Though Janet Yellen and the rest of the Federal Reserve passed on raising rates in September, comments from other Fed officials have indicated there is likely to be one interest rate hike before the year ends, barring any economic collapse.

While some experts may not agree with the decision to hike rates in light of a potentially slowing economy, they're positioning their portfolios for higher yields just in case.

"Our view is that the economy is not ready for a rate increase," said Chuck Self, chief investment officer of iSectors, a veteran of the bond market for more than 30 years. "Third-quarter GDP will be higher than previous quarters but only because of inventory and trade adjustment, and we think third-quarter earnings will be down and fourth-quarter guidance will be lowered. The economy is weak."

The S&P 500 is expected to earn $29.76 for the quarter, down from a prior outlook of $30.65, a decline of 2.9%, according to research firm FactSet. Much of that is due to lower earnings revisions in the energy sector, which has been hit by sliding oil prices. On June 30, the earnings estimate called for a growth rate of 0.3%, indicating a decline of more than 3% in just the past 90 days.

With a drag in earnings for the third quarter as well as expected downward guidance for the fourth quarter, any rate hike in December may be met with a sharp sell-off in stocks, Self said. "Assuming a rate increase in December and a call for two or more rate increases in 2017, like last year, we'll have a significant correction in stocks and bonds will be seen as a safe asset," he said.

When the Federal Open Market Committee (FOMC) decides to raise or lower its main interest rate tool -- the federal funds rate -- it often affects the short-end of the yield curve, or shorter-term maturities. If the FOMC does go ahead and hike in December, Self believes there is likely to be a flight to longer-dated U.S. Treasuries, ones with maturities that are 20 years out and further.

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According to the FedWatch Tool from CME Group, traders believe there is a 54.8% probability of the FOMC raising its rate 25 basis points, though that probability is down from recent days.

With that in mind, investors who want to position their portfolios for a pending interest rate hike from an ETF perspective have two options: buy the long-term U.S. Treasury ETF or build a bond-ladder in their portfolio.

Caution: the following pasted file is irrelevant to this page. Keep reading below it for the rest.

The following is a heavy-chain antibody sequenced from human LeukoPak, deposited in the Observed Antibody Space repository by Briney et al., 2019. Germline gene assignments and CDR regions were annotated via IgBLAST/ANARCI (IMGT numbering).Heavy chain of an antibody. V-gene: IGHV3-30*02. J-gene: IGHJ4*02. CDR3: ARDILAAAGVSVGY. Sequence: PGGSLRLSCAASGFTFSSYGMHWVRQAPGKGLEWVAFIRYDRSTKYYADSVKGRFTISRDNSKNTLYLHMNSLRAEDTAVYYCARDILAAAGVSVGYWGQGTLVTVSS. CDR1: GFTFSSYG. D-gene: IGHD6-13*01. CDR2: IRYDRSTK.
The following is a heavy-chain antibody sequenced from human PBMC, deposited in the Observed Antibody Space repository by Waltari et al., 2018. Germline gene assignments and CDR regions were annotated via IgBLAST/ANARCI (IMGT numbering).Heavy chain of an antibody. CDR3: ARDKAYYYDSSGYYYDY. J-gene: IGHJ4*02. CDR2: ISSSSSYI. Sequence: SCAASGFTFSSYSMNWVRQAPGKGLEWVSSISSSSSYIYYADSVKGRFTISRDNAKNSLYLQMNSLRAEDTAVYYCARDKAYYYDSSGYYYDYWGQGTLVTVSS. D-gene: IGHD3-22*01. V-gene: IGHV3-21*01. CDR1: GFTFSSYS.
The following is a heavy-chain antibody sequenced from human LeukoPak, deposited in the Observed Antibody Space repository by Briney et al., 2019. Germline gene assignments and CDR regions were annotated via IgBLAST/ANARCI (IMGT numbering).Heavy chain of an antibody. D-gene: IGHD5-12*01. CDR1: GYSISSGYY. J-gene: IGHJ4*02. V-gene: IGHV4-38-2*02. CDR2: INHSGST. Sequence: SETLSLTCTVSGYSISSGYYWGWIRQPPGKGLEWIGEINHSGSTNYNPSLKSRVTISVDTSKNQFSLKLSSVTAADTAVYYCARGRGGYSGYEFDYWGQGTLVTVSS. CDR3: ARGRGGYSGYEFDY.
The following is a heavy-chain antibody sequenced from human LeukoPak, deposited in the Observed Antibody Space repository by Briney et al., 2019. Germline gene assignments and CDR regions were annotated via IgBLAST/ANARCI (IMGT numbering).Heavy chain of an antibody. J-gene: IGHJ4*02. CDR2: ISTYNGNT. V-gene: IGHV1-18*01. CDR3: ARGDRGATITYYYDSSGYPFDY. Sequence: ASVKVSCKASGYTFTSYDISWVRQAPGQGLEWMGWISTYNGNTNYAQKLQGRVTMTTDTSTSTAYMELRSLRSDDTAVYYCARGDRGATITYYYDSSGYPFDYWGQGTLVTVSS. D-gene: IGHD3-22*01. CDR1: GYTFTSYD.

"For long bonds, the most liquid ETF is the iShares U.S. 20+ Treasury ETF (TLT) - Get iShares 20+ Year Treasury Bond ETF Report ," Self said, highlighting that the fund only owns Treasuries unlike other bond funds and is enormous in size. Currently, the iShares U.S. 20+ Treasury ETF has $6.5 billion in assets under management and has a yield of 2.3%.

Building a bond ladder -- a term used to describe bonds that have differing maturity dates -- used to take more effort from an investor, buying individual bonds that have various maturities and then rolling over the proceeds into higher-yielding bonds. Thanks to the advent of ETFs, asset management firms like Guggenheim and iShares have created defined maturity ETFs, which allow investors to buy a group of bonds that all expire in a single year, making a bond ladder much easier to create.

Depending on the asset class, the maturities go out to 2025 and in some cases 2026 and allow investors to hedge their portfolios to be less sensitive towards the shorter end of the yield curve in a rising rate environment. Guggenheim offers several of its BulletShares Corporate Bond ETFs with various tickers depending on the maturity year and recommends an equal-weight portfolio having 7% of a portfolio weighted toward each of the first four years of the ladder and 6% of the remaining five years.

No matter what the Federal Reserve does before the year end, bond investors looking to protect their portfolio from an interest rate hike have differing solutions to have diversification and liquidity, while knowing they will get something close to par value when the bonds mature.